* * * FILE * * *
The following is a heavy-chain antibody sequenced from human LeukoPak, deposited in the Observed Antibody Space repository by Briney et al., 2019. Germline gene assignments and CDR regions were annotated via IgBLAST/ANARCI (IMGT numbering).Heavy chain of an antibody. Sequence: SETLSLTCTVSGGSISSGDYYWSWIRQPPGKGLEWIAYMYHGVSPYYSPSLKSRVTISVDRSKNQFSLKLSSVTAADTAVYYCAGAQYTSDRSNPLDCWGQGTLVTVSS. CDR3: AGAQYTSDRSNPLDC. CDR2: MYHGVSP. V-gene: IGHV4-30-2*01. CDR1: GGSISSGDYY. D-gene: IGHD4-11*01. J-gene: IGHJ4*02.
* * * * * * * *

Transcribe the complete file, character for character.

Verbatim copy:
The following is a heavy-chain antibody sequenced from human LeukoPak, deposited in the Observed Antibody Space repository by Briney et al., 2019. Germline gene assignments and CDR regions were annotated via IgBLAST/ANARCI (IMGT numbering).Heavy chain of an antibody. Sequence: SETLSLTCTVSGGSISSGDYYWSWIRQPPGKGLEWIAYMYHGVSPYYSPSLKSRVTISVDRSKNQFSLKLSSVTAADTAVYYCAGAQYTSDRSNPLDCWGQGTLVTVSS. CDR3: AGAQYTSDRSNPLDC. CDR2: MYHGVSP. V-gene: IGHV4-30-2*01. CDR1: GGSISSGDYY. D-gene: IGHD4-11*01. J-gene: IGHJ4*02.